Do You Really Have To Write Procedures?

compiled by Dib Mossavi

Not all processes require procedure writing.  There is a lot of overhead associated with every business procedure you write.  Therefore, the more business procedures you write, the more procedures you have to edit, implement, train, audit, and review.  Only company policies and procedures required by STANDARDS, REGULATIONS or COMPANY STRATEGY must be developed.

ISO 9001 requires only six procedures :-

  1. Document Control
  2. Record Control
  3. Control of Nonconforming Product
  4. Corrective Action
  5. Internal Audit
  6. Preventive Action

The above procedures are of minimum requirement, but even the leanest Quality Management System will probably need a few additional procedures.

My personal opinion is a company should always have a procedure for COMPETENCE, AWARENESS and TRAINING to outline their training and skills program.  Most auditors concluded that the number 1 weakness of the various QMS is Competence, Awareness and Training.

Why do many companies feel they need to write 40 or more procedures to achieve control?  Occasional users need procedures as a reminder of procedure steps that they do not perform very often.  Frequent or regular users do not need and sometimes do not use the procedure. 

So how are those other 34 plus procedures used?  Most procedures are used to train non frequent users.  For training purposes, you may only need a process map. 


When we write procedures, we will need to standardize on a procedure template design.  Start our policies and procedures template design by thinking through our document and record control procedures.  Our procedure template design should make room for a header block to ensure your procedure communicates your purpose and scope.

Add TITLE ; POLICY ; PURPOSE ; SCOPE ; RESPONSIBILITY and DEFINITIONS section to help people understand your procedure.  Clear department responsibilities identify who does what, and helps to declare which positions are mentioned in your procedure with a synopsis of what is expected for each position.  Key term definitions reduces confusion, industry jargon should be explained in the definitions section of your procedure to help new procedure users.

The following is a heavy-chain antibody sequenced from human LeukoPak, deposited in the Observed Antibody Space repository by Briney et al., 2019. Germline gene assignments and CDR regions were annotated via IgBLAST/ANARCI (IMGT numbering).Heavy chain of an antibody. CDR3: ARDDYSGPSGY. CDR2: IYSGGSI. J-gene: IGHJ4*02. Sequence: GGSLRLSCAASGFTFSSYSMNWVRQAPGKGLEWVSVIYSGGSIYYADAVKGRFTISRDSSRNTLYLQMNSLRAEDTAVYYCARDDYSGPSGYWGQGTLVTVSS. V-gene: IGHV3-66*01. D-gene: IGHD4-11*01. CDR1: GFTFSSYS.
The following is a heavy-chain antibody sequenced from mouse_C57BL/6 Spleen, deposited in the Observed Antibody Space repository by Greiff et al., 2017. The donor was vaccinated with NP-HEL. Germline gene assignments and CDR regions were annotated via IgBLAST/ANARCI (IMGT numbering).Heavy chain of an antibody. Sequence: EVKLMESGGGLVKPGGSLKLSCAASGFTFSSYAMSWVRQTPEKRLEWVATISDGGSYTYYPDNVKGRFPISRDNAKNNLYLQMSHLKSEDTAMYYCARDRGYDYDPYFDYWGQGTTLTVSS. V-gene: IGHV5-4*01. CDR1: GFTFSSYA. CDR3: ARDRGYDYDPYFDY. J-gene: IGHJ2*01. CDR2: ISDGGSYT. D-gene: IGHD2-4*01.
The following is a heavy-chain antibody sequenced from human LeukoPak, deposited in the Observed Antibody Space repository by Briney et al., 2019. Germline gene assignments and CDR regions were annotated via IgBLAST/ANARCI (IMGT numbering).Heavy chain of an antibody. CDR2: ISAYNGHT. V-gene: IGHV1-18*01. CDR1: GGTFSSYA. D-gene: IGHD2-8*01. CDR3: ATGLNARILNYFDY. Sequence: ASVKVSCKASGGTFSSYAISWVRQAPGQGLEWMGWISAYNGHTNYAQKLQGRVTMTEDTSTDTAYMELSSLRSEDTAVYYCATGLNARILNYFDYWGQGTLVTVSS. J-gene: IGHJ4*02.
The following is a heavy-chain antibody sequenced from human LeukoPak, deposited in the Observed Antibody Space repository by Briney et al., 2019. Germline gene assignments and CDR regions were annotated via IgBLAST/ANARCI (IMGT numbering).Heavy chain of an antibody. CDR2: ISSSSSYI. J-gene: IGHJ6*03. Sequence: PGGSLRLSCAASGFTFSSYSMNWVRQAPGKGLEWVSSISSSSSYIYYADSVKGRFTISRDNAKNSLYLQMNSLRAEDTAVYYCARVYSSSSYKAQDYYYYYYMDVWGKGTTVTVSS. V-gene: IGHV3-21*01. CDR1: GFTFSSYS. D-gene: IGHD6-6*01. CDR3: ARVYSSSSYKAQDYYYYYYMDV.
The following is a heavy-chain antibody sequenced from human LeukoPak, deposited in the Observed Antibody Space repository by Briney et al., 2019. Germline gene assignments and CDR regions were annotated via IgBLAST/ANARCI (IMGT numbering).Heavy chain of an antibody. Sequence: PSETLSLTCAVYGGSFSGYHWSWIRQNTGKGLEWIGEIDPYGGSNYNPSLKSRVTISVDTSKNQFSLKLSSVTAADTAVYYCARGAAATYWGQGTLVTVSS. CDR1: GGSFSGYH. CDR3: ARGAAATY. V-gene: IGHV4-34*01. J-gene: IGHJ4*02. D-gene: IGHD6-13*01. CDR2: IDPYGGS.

Before we start writing procedures from scratch, look around for examples or templates, that we can copy.  Pre-written procedures can speed up our development, reduce our research time, and turn writing procedures into editing them.  It’s a lot easier to edit a procedure than to write one from scratch, depending on the procedure.  Many procedures are really common using business best practices, so why reinvent the wheel?

If we have to write a procedure from scratch, start writing procedures using active voice construction.  Subject, verb and object, provides clear active voice construction for our procedure.  For example, “Accounts Receivable Invoices Customers” is clearer and contains fewer words than “Customers Are Invoiced By Accounts Receivable”.  The extra ‘are’ and ‘by’ make the sentence longer, put the subject last, and forces the reader to stop and re-read the action.  Be direct, and to the point.

Add references to related documents to improve our procedure’s usability.  Clear note or highlight when our procedure refers to another procedure or forms.  There is nothing worse than following a procedure and coming to a passage that refers to a ‘company form’ and ….. thats all!  We dont even know how the form looks like, where we might locate it, or what version of the form we need.  Including an example of the form in our procedures, along with explanation, will save us time during procedure training and implementation.

List applicable laws and regulations : clearly communicate our company’s need for compliance.


Large organizations have a large number of procedures.  They have a lot of staff, business operations, and economy of scale to make their procedures work.  Smaller companies should remember – the more business pocedures we write, the more business procedures we have to edit, implement, train, audit and review.  More procedures may also produce more audit findings in addition to more updates, more documents to control, and more administration overhead.

Many companies fail to plan for their Admin & Procedure expenditures, so it should come as no surprise that their procedures dont work as expected.  Procedures become outdated eventually.  Also due to non frequent use and maintenance, some procedures are overlooked especially when it’s time to update them.  This can result in repeated waste, fraud, abuse or even repeated procedure audit findings.

The “lean thinking”(efficient, effective, no waste) solution is :-

  • to write only procedures that we absolutely have to write to conform to requirements
  • to improve our training program to developed competent and skilled employees instead of writing procedures we dont have the time or budget to maintain

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